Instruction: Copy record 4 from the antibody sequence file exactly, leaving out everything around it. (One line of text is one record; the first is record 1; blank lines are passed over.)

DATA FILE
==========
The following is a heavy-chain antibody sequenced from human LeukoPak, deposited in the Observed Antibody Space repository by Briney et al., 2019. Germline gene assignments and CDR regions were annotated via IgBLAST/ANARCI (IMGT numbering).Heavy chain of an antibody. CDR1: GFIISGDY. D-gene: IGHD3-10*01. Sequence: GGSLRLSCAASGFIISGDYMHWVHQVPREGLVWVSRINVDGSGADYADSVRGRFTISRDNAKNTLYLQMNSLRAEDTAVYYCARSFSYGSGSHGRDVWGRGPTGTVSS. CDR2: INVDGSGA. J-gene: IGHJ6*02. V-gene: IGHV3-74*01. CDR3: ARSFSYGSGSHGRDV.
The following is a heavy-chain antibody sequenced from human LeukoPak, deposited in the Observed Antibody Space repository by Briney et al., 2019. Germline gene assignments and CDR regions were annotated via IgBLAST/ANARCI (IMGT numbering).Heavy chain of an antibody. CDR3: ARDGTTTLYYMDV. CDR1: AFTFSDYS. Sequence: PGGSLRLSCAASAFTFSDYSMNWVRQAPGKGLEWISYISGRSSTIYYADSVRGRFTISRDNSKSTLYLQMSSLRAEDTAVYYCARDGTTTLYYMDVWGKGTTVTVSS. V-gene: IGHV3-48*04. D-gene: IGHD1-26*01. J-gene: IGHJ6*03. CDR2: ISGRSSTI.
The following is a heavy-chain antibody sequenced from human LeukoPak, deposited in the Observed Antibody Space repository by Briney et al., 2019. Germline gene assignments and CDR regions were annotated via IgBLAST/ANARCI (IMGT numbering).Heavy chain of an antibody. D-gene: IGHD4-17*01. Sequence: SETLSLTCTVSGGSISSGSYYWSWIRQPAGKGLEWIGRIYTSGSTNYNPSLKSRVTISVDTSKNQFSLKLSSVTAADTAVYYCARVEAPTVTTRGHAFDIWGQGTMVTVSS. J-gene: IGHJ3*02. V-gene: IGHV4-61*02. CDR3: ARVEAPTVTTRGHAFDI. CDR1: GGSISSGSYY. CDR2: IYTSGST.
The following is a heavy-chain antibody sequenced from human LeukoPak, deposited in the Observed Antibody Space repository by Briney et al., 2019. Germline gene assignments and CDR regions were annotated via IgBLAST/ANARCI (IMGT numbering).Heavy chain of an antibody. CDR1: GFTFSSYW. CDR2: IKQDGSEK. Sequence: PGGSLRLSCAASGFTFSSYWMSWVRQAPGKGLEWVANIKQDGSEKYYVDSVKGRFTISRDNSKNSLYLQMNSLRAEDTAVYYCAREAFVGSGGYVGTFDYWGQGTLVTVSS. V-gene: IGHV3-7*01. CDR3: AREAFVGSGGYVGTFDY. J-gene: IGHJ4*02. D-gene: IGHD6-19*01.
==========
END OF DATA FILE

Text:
The following is a heavy-chain antibody sequenced from human LeukoPak, deposited in the Observed Antibody Space repository by Briney et al., 2019. Germline gene assignments and CDR regions were annotated via IgBLAST/ANARCI (IMGT numbering).Heavy chain of an antibody. CDR1: GFTFSSYW. CDR2: IKQDGSEK. Sequence: PGGSLRLSCAASGFTFSSYWMSWVRQAPGKGLEWVANIKQDGSEKYYVDSVKGRFTISRDNSKNSLYLQMNSLRAEDTAVYYCAREAFVGSGGYVGTFDYWGQGTLVTVSS. V-gene: IGHV3-7*01. CDR3: AREAFVGSGGYVGTFDY. J-gene: IGHJ4*02. D-gene: IGHD6-19*01.